McDonough, GA—Seasonal Affective Disorder
According to the World Health Organization (WHO), about 300 million people around the world suffer from depression. Though at a much smaller number, about 10 million Americans suffer from seasonal affective disorder (SAD). SAD is an episode of depression that occurs during specific seasons. The majority of people with SAD start to feel the effects in the fall, with symptoms persisting through the winter. Though less common, some develop SAD in the spring and summer months.
Symptoms of Seasonal Affective Disorder
If you’ve noticed that you tend to feel symptoms of depression at specific times of the year, you may be suffering from seasonal depression. While true that many people experience an affected mood in the winter due to a lack of Vitamin D, if you’re experiencing some of the symptoms listed here, for an extended period, you should seek a medical diagnosis:
- Low energy
- Difficulty concentrating
- Feeling depressed all day, nearly every day
- Frequent thoughts of death or suicide
- Lack of interest in things you enjoy
- Sleep issues
- Changes in weight or appetite
- Feeling agitated or sluggish
- Feeling helpless or worthless
If you’re experiencing one or more of these symptoms for an extended period of time, but only during certain seasons, seek the help of a medical professional to help with diagnosis and possible treatment. If you are diagnosed with SAD, you’ll know it’s important to seek the help of a therapist for treatment of your symptoms.
How Can A Therapist Help with Seasonal Affective Disorder?
It is recommended that SAD be treated in the same way as depression is treated. This means anti-depression medications may be prescribed, and cognitive behavioral therapy can be used to treat the underlying causes of the seasonal depression.
Cognitive behavioral therapy (CBT) works in two different ways: first, by focusing on your cognitive functions in relation to SAD, then by addressing the behaviors that cause or perpetuate the symptoms. Basically, CBT is a type of treatment that focuses on the belief that the way we think and behave affects the way we feel. So, if we address these thoughts and behaviors, our feelings of depression will improve.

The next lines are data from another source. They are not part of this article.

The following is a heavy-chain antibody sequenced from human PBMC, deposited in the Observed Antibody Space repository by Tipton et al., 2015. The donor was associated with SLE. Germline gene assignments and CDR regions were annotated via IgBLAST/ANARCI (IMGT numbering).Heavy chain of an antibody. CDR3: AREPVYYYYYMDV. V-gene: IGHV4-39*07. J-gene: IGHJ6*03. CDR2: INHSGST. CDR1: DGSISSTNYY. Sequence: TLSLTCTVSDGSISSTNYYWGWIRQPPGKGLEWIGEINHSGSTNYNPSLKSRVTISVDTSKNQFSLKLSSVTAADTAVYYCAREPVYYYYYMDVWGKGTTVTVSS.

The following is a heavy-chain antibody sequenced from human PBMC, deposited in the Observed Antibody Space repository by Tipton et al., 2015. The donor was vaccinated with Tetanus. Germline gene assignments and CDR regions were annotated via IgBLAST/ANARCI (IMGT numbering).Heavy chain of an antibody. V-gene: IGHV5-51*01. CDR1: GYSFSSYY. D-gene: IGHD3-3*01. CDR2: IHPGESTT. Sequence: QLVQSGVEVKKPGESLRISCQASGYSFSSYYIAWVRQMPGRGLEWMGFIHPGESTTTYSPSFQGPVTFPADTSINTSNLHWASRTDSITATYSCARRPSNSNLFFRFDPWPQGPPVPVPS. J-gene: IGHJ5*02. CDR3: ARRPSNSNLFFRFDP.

If you choose to work with a therapist and their method of treatment is CBT, you’ll likely work with them to uncover the negative thoughts that are causing your feelings, and go through exercises that will teach you how to avoid these negative thoughts, or change them into positive ones.
Similarly, you’ll work on behaviors that lead to feeling depressed, and work towards changing these behaviors. For example, if you feel depression that is partially caused by isolation and loneliness, then certain behaviors, such as avoiding social situations, can lead to depression. If you address this behavior by making an effort to socialize, you’ll reduce the feelings of loneliness and possibly lessen the feelings of depression.
With the combination of avoiding negative thoughts, and the implementation of positive behaviors, you’ll be addressing some of the causes of your seasonal depression, thereby reducing the symptoms.
Schedule a Session at Thriveworks McDonough
It’s important to remember that depression, and therefore SAD, is a mental health condition that affects your brain. CBT is a powerful type of treatment for helping to relieve symptoms and give you the tools you need to work through depressive episodes, but there is no cure for depression or SAD. Seasonal affective disorder will disappear once the season has passed but for relief of symptoms during the affected period, Thriveworks McDonough counseling for seasonal affective therapy is a great option. Schedule an appointment with us today! Call 678-853-5849.